The Buhari administration has floundered much of late. The suddenness of the onset and sheer scale of the disruptions wrought by the coronavirus pandemic would account for some of the slippage. Especially given the paucity of infrastructure ― healthcare and social security systems ― that would have helped better manage the crisis. But even before March last year, the administration’s crown jewels were beginning to lose their sparkle. The larger number of its infrastructure projects, bruited about as the killer solutions to the nation’s problems were considerably behind schedule and had gone way above budget. And this is before you add questions as to whether, as constructed, their benefits, over any time horizon of one’s choosing, will cover those increasingly princely costs. The economy, on the other hand, for want of a better word, has tanked. Choose any measure of economic well-being, and it has been headed in the wrong direction for a while, and rapidly so.
Still, in the run up to new elections in barely two years time, a slackening of pace was to be expected. But because President Buhari is term-bound, and his party will need to put up a new candidate for office of the president, this slackening of pace has been compounded by an extra ingredient ― a distractedness, as would-be candidates for office, and their minions jostle for both relevance and attention. However, because this does not suffice as explanation for the economy’s current woes, some argue instead that this distractedness is hardwired into the government’s DNA.
And examples abound. From the closure of the nation’s land borders, designed, we were told, to curb the parallel imports of goods that were hurting domestic productivity and capacity in agriculture and hence driving up prices, to the ban on the registration of new SIM packs by GSM operators, until existing subscribers had obtained a NIN and linked this with their current phone numbers, three phenomena were observable. First, is that we saw a public policy space that is incapable of properly describing policy goals. Second, is the spectacle of the same system struggling to put in place a framework of rule changes that will lead to the achievement of its predefined goals. Third, is the eventual walk back of the new policy without it having achieved any of the goals set it ― without accounting for the frittering away of scarce resources in pursuit of a madcap scheme or consequence for anyone.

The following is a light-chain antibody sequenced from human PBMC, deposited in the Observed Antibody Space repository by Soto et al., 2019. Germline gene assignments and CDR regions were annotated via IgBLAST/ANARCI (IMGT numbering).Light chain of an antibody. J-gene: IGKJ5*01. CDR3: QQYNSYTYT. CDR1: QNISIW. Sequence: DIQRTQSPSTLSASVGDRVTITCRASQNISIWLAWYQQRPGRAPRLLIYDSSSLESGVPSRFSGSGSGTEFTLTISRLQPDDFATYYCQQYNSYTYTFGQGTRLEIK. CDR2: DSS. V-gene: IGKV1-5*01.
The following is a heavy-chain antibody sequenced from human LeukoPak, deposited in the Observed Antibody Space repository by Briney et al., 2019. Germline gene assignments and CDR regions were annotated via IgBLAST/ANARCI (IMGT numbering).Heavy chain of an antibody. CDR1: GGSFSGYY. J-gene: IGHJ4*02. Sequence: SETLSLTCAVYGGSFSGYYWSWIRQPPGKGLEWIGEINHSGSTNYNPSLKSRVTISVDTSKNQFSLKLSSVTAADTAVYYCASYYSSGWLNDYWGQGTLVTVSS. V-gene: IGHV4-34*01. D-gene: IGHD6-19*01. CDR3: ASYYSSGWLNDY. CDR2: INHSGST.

In this regard, there is scope for arguing that a regular infusion of new blood into government over the last eight years would have helped address this burden. At the very least, new perspectives and new faces at the conversation table might well lend policy making a fillip simply by asking questions as to the propriety of the current direction. And with some luck help propel a pivot in the right direction.
This reading, does, unfortunately, ignore a further possibility ― one that is regularly marshalled by opponents of the Buhari administration against it. And this is that the administration’s default recruitment policy (described as nepotistic, by most of the opposition) favours sameness. Largely, this is a preference for people who favour the primacy of the state ― not just in making policy and executing it, but in actually running the economy. This are folks who do not understand the private sector ― even if they don’t loath it as their distractors are wont to accuse them of. And hence, a large number of them think of the state as the Yoruba in the 15th century thought of the “Kabiyesi”.
Conceptually, the Buhari administration’s worldview has several drawbacks. The longer-term threat is to the development of our democracy. In this sense, arguments in favour of the king’s, his men, and their steeds’ infallibility are essentially designed to stifle opinion that isn’t in alignment with the throne’s. This, more than any other ailment of good governance erodes a fundamental pillar of the democratic form of government. Indeed, we have managed since 1999 to hold regular elections. But without a vigorous exchange of ideas in the inter-vote years, the quality of choice every four years will be that much poorer.
In the near-term, however, there are few embarrassments more likely to mark a people as unprepared for the challenges of modern governance than the verbal contortions that senior government officials are prone to as a result of this heady policy cocktail.